Vietnam Free Expression Newsletter No. 5/2023 – Week of January 31-February 5

Greetings from The 88 Project. We bring you news, analysis, and actions regarding human rights and civil society in Vietnam during the week of January 30-February 5. The government’s assault on civil society continues with yet another NGO leader’s arrest. A former political prisoner accuses local police of misconduct. A prominent blogger will finally have his day in court. A letter from prison gives a glimpse into the Psychiatric Exam Center. A second Vietnamese national has been convicted in Germany in the Berlin kidnapping case. Vietnam inches closer to China instead of the United States. The fallout from the political shake up continues as the government makes it harder for NGOs to function.



Political Prisoners

Dang Dinh Bach and Nguyen Son Lo

It appears the government’s campaign against NGOs is still ongoing. In July 2022, the Information Center NGO was quietly shut down. Multiple NGO leaders have been arrested and imprisoned on “tax evasion” charges within the last two years, including Dang Dinh Bach, who was sentenced to five years in prison a year ago.

Nguyen Son Lo, the 74-year-old former head of the Southeast and North Asia (SENA) Institute for Research and Development, was arrested on February 2 and charged with “abusing democratic freedoms.” Last July, the Procuracy decided to put Son Lo under house arrest and search his home. Hanoi police now say he has violated the terms of his probation but did not provide further details. The 88 Project is investigating the reasons for his arrest.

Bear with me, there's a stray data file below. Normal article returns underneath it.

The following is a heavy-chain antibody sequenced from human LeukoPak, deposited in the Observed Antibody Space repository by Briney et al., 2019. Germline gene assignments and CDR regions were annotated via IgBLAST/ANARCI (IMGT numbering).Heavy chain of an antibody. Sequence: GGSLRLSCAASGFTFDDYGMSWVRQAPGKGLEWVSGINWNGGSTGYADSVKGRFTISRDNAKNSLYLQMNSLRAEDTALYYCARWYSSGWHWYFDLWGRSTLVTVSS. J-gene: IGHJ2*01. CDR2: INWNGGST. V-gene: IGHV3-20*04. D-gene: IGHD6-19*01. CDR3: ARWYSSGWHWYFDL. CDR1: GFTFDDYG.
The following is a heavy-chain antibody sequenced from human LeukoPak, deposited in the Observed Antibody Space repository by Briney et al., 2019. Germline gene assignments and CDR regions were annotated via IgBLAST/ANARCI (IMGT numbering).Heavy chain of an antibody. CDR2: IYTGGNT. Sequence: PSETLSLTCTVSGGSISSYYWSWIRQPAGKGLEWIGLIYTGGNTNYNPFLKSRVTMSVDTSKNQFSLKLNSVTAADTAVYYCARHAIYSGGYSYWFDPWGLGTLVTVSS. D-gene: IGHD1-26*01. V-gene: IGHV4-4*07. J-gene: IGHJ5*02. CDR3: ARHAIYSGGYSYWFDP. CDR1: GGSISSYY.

Nguyen Lan Thang

Hanoi police say the investigation against blogger and activist Nguyen Lan Thang is complete and that he will be charged with spreading “anti-state propaganda” according to Article 117. Thang is of the third generation of the prominent Nguyen Lan family of respected academics and even one delegate to the National Assembly. He had been staying out of the spotlight for a few years since the birth of his first child. It is still unclear why the government chose to arrest him in July 2022.

Trinh Ba Phuong

Do Thi Thu, the wife of political prisoner Trinh Ba Phuong, has posted a five-page handwritten letter from Phuong detailing his one-month stay at the Central Psychiatric Evaluation Center. Phuong says he was kept in a small cell almost the entire time, was always under watch by the police, and not allowed outside like other patients. He refused to take the daily medication which he said was prescribed without any medical examination. His family was not notified of his being held there. In his letter, he describes the psychiatric tests he had to undergo, including an MRI, and the professional attitude of the doctors and staff. After one month, Phuong was given a clean bill of mental health and was sent back to prison.

Le Thi Binh

Le Thi Binh, a former political prisoner who has just finished serving her two-year sentence, was summoned by Can Tho provincial police for questioning. In a livestream shortly after her December release, Binh claims that at the time of her arrest in December 2020, the police took some money and gold from her that belonged to someone else and never returned it. According ro RFA: “Binh said police also took money from her daughter’s wedding that was hidden in a photo album in her bedroom.”